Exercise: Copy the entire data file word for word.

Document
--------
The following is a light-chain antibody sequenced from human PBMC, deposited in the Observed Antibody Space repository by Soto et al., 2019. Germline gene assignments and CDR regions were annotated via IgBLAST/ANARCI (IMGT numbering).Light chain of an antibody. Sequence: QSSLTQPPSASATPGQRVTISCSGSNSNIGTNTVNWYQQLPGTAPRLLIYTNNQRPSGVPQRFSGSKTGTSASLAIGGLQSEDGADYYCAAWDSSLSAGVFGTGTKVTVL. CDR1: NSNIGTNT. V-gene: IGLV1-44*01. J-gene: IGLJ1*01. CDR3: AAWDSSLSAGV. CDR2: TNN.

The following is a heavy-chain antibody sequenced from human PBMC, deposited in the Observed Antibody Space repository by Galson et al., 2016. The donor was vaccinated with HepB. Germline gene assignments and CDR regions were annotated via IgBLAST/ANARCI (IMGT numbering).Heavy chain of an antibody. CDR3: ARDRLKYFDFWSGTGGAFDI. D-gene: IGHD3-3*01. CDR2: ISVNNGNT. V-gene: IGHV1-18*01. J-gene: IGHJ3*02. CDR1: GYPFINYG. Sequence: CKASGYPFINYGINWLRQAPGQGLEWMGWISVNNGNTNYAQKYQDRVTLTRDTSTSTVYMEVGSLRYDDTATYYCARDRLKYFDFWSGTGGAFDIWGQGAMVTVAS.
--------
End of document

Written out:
The following is a light-chain antibody sequenced from human PBMC, deposited in the Observed Antibody Space repository by Soto et al., 2019. Germline gene assignments and CDR regions were annotated via IgBLAST/ANARCI (IMGT numbering).Light chain of an antibody. Sequence: QSSLTQPPSASATPGQRVTISCSGSNSNIGTNTVNWYQQLPGTAPRLLIYTNNQRPSGVPQRFSGSKTGTSASLAIGGLQSEDGADYYCAAWDSSLSAGVFGTGTKVTVL. CDR1: NSNIGTNT. V-gene: IGLV1-44*01. J-gene: IGLJ1*01. CDR3: AAWDSSLSAGV. CDR2: TNN.

The following is a heavy-chain antibody sequenced from human PBMC, deposited in the Observed Antibody Space repository by Galson et al., 2016. The donor was vaccinated with HepB. Germline gene assignments and CDR regions were annotated via IgBLAST/ANARCI (IMGT numbering).Heavy chain of an antibody. CDR3: ARDRLKYFDFWSGTGGAFDI. D-gene: IGHD3-3*01. CDR2: ISVNNGNT. V-gene: IGHV1-18*01. J-gene: IGHJ3*02. CDR1: GYPFINYG. Sequence: CKASGYPFINYGINWLRQAPGQGLEWMGWISVNNGNTNYAQKYQDRVTLTRDTSTSTVYMEVGSLRYDDTATYYCARDRLKYFDFWSGTGGAFDIWGQGAMVTVAS.